From cards, balls, and sneakers to jerseys, autographs, and even NFTs, the sports memorabilia market is one of the largest in the world. A mint-condition Mickey Mantle baseball card sold for $12.6 million in 2022, the most money ever paid for a piece of sports memorabilia.

The rare Mantle card broke the record that was set just a few months prior by a Diego Maradona jersey from the 1986 World Cup which sold for $9.3 million.

Comic Books

Comic Books, a Common Valuable Collectible, on Display / iStock by Getty

The comic book market was booming in 2021 and hasn’t slowed down yet. As Marvel keeps pumping out superhero movies and tv shows, there are continually more and more fans looking to read the source material.

An original drawing from a 1984 Spider-Man comic set a new record for the most expensive piece of interior comic art at auction in 2022, selling for $3.4 million. In the same auction, Superman’s debut in Action Comics No. 1 sold for $3.2 million.

Toys and Action Figures

The global pandemic caused many to seek comfort in the past, many through collectible toys and related memorabilia. The market for figurines from past decades is strong with toys tied to movie franchises such as Marvel or Star Wars making up some of the most valuable collectibles.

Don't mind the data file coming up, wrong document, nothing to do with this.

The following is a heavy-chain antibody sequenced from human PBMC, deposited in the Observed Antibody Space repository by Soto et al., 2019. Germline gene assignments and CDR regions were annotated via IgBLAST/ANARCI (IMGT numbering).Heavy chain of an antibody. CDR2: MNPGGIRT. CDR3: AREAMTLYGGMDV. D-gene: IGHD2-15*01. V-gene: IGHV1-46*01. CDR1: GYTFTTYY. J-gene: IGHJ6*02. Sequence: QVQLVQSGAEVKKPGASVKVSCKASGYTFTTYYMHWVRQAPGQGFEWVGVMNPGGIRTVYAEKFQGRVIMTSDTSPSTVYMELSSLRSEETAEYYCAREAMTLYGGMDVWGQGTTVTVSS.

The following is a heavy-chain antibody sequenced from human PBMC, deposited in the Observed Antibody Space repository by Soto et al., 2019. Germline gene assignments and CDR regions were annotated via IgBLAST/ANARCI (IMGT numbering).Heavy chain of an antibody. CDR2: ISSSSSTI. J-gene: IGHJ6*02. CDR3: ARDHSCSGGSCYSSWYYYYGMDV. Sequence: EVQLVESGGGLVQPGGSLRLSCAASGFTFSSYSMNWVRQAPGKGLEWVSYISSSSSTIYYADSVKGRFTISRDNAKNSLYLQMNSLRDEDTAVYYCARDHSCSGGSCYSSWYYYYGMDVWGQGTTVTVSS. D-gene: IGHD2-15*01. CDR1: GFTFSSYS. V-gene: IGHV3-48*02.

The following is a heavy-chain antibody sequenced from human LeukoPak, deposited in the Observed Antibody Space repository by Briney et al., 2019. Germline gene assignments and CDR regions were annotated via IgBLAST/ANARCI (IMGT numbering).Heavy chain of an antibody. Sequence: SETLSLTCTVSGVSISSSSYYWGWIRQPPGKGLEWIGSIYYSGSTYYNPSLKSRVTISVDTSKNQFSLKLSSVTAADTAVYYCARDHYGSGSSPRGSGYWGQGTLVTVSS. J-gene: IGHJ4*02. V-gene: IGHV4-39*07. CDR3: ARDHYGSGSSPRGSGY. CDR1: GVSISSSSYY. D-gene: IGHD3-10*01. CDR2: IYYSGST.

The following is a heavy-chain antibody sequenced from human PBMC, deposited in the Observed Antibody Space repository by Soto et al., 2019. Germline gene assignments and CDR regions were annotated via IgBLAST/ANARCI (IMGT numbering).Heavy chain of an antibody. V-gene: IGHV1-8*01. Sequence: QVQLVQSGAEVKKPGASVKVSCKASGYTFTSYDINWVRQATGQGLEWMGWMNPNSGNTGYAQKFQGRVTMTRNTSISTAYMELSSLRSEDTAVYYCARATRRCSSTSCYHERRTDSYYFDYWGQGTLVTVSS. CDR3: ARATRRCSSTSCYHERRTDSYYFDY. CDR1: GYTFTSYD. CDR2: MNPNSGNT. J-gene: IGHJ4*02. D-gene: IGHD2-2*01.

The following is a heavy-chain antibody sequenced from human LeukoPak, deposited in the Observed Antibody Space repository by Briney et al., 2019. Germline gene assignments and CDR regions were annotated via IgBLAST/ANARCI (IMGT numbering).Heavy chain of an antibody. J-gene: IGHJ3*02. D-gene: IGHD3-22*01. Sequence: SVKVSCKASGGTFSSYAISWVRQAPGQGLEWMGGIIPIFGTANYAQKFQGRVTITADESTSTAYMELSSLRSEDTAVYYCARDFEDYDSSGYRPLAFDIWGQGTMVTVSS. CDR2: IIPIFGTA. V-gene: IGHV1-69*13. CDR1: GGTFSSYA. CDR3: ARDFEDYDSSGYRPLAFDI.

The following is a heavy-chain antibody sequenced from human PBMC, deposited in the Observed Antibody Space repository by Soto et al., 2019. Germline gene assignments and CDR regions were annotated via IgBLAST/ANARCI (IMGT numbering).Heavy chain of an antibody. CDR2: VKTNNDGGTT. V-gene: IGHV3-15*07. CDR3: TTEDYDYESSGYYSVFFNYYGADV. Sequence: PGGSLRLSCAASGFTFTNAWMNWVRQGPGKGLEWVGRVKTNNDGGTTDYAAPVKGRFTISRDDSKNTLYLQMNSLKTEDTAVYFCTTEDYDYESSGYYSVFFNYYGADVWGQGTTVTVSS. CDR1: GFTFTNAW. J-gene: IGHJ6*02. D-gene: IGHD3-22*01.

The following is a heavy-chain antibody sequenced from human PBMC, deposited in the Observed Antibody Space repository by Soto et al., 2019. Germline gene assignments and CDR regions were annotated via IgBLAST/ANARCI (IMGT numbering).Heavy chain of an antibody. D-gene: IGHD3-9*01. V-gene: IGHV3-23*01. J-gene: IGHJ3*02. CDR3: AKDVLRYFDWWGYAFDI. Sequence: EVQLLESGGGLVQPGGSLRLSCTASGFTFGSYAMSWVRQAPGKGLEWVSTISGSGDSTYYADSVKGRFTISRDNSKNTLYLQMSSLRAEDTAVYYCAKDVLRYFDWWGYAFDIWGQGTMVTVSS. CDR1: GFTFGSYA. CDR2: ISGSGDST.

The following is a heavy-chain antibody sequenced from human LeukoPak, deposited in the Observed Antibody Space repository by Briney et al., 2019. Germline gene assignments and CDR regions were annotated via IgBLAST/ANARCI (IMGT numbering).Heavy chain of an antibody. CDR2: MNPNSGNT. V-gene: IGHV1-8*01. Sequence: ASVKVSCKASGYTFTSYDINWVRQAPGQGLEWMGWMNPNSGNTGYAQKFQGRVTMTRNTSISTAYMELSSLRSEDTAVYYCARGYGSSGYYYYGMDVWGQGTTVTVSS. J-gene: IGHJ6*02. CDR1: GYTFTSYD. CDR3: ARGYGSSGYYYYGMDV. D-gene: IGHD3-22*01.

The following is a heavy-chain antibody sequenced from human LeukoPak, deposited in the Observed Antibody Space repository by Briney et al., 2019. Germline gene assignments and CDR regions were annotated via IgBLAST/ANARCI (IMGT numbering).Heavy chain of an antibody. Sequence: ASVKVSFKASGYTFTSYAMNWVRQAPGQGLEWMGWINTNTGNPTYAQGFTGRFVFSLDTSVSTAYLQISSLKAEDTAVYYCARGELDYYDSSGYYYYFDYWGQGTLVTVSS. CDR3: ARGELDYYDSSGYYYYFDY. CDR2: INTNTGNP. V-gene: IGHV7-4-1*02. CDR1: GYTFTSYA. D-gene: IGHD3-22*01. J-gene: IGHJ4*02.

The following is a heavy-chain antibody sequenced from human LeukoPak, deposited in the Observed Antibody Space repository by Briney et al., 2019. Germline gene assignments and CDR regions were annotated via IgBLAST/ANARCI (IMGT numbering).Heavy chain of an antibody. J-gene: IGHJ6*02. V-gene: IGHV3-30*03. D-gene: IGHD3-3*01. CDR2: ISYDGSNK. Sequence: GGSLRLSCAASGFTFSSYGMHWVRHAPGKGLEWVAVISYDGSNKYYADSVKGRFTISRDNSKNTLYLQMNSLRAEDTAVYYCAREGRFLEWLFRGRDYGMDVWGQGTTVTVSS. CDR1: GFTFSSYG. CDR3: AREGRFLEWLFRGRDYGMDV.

Disney collectibles have strong demand overall, especially the limited edition series. Some limited edition dolls from the movie Frozen currently cost up to $3,000 on eBay. This number is especially jarring given Frozen is less than a decade old.

Action figures, especially in their original packaging, can be worth a ton. For example, a 1978 Luke Skywalker figurine sold for $25,000 in 2015 as part of a $500,000 Star Wars collection at Sotheby’s.

The ‘80s, specifically, have gained a lot of popularity, likely stemming from the popularity of Netflix’s cult show Stranger Things. Other popular vintage toys include Teenage Mutant Ninja Turtles, GI Joe, Barbie dolls, and Cabbage Patch dolls.

Music Memorabilia

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Valuable Music Collectibles: Beatles’ Vinyl / Shutterstock